Moreover, unless you are asked, you don't have to speak to this question at all. If you want to write a book defending and popularizing evolution, write about evolution. You may have a variety of views about other related issues. You may believe that the National Science Foundation should get more funding or that scientists should be allowed to teach in public high schools without special teaching credentials or that all the sciences are reducible to physics in accordance with the Unity of Sciences program or that they are not reducible to physics or that science and religion are incompatible. That's fine, but you can editorialize elsewhere. The most effective way to teach people about evolution and get them interested is to write about evolution in the clearest and most lively way you can and avoid distracting readers by promoting other agendas.
This is not dishonest. It is not fudging or going into the closet on atheism or even simply being "nice." It is a matter of keeping on topic. Given the bully pulpit it's always tempting to expound your views on everything from the state of the economy to the virtues of your new iPhone. But there is no reason why you should.
I sometimes wonder what the priorities of some "New Atheists" are. Is the aim really to defend good science by attacking bad religion? Or do they in fact view the defense of evolution as a golden opportunity to promote atheism?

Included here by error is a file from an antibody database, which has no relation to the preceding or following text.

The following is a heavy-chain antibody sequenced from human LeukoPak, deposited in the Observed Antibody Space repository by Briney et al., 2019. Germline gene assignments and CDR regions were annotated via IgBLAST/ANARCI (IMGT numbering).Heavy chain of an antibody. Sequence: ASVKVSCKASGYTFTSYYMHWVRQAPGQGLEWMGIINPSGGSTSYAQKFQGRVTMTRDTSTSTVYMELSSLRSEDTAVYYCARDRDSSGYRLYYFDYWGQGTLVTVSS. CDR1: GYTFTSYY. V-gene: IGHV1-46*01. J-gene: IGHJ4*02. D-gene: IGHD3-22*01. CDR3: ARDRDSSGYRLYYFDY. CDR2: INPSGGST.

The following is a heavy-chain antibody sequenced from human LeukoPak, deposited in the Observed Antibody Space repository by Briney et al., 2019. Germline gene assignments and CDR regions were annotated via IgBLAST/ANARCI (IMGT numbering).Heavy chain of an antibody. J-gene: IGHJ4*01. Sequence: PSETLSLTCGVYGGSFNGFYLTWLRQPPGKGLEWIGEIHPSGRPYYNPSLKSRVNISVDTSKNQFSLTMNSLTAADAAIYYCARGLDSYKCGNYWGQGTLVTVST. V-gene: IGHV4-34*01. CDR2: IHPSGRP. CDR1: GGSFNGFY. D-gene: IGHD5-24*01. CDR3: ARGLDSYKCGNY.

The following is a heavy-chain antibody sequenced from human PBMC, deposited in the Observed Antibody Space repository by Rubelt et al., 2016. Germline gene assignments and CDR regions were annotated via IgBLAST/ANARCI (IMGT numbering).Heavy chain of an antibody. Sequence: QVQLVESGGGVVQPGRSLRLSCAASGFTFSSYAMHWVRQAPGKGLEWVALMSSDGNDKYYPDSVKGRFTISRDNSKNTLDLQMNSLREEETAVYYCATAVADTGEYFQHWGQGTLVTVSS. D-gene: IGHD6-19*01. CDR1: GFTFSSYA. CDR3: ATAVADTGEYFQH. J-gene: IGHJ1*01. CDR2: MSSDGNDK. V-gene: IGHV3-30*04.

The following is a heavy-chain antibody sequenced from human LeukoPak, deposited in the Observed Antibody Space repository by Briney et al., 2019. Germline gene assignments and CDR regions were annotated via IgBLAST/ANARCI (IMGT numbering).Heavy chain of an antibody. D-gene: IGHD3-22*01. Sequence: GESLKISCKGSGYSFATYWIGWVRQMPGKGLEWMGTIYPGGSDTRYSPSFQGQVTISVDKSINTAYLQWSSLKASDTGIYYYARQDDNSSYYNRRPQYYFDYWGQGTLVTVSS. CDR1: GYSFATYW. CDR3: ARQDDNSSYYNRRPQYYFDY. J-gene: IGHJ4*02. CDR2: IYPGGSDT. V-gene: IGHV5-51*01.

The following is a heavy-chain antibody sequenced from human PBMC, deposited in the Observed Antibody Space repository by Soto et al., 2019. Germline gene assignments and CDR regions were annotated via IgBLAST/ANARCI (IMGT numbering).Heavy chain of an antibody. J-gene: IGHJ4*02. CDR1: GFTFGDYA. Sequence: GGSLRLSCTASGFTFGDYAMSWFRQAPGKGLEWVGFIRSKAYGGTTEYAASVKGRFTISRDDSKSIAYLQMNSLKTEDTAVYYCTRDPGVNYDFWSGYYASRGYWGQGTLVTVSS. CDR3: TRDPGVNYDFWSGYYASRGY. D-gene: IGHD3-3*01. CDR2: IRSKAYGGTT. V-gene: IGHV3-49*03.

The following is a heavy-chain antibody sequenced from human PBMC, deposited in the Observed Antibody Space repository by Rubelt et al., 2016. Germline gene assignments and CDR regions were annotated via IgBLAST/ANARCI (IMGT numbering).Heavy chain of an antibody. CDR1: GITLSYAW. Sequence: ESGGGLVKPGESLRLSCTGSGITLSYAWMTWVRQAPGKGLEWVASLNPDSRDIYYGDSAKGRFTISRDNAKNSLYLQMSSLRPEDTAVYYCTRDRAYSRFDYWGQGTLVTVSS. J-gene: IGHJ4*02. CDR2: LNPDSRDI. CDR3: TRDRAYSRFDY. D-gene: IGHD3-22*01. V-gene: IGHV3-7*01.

I don't have objection to the promotion of atheism in the media, on the sides of busses or anywhere in the public square. Atheists complain that they've been silenced while religious believers have carte blanche to preach to the multitudes. If that's true it is indeed unfair and I think it would be just fine if atheists shouted as loudly and got just as much media exposure as religious believers. Of course once the novelty has worn off most of us won't pay any more attention to atheist busses than we do to the billboards that pop up every Christmas announcing that Jesus is the reason for the Season. Ho-ho-ho...hum.
What I find objectionable is the use of science education as a vehicle for promoting atheism. It would be equally objectionable if Christians used music education to promote religious belief or if ideologues with axes to grind used courses in the social sciences to promote their political agendas, whether left, right or center.
It's disgraceful that over 40% of Americans don't buy the theory of evolution, which is not in any way seriously controversial but is an established fact. It is shocking that even more are convinced of the efficacy of quack medicines, believe reports of psychic phenomena and extra terrestrial visitations, spend their money on pseudo-scientific self-help books and bogus therapies, and give credence to all manner of fashionable nonsense. Scientific literacy and beyond that plain respect for rationality is important.
Now maybe new atheists will argue that in the long run the most effective way to promote scientific literacy and critical thinking is to discredit religious belief. If so, I'd like to see arguments backed by empirical evidence from history and the social sciences. I haven't seen any compelling arguments yet and from what I have seen it seems more likely that attempts to attach an anti-religious agenda to science undermines attempts to promote scientific literacy. In general, ceteris paribus, the most effective way to defend a thesis is by showing that it is cheap--that it is not burdened with many entailments or further commitments and does not have hidden costs. I can't think of any better way to sell evolution than to make the case that it is cheap--that it does not entail the rejection of religious belief.